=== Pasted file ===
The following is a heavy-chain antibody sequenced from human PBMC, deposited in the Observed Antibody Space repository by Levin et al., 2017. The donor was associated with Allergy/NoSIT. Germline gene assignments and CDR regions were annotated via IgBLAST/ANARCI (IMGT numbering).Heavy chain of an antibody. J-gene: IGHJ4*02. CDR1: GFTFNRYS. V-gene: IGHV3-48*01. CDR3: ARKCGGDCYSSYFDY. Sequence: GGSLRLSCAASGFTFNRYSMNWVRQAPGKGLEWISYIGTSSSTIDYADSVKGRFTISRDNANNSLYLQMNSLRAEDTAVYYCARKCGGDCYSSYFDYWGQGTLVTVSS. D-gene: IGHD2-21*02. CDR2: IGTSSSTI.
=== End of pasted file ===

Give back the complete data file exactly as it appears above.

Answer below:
The following is a heavy-chain antibody sequenced from human PBMC, deposited in the Observed Antibody Space repository by Levin et al., 2017. The donor was associated with Allergy/NoSIT. Germline gene assignments and CDR regions were annotated via IgBLAST/ANARCI (IMGT numbering).Heavy chain of an antibody. J-gene: IGHJ4*02. CDR1: GFTFNRYS. V-gene: IGHV3-48*01. CDR3: ARKCGGDCYSSYFDY. Sequence: GGSLRLSCAASGFTFNRYSMNWVRQAPGKGLEWISYIGTSSSTIDYADSVKGRFTISRDNANNSLYLQMNSLRAEDTAVYYCARKCGGDCYSSYFDYWGQGTLVTVSS. D-gene: IGHD2-21*02. CDR2: IGTSSSTI.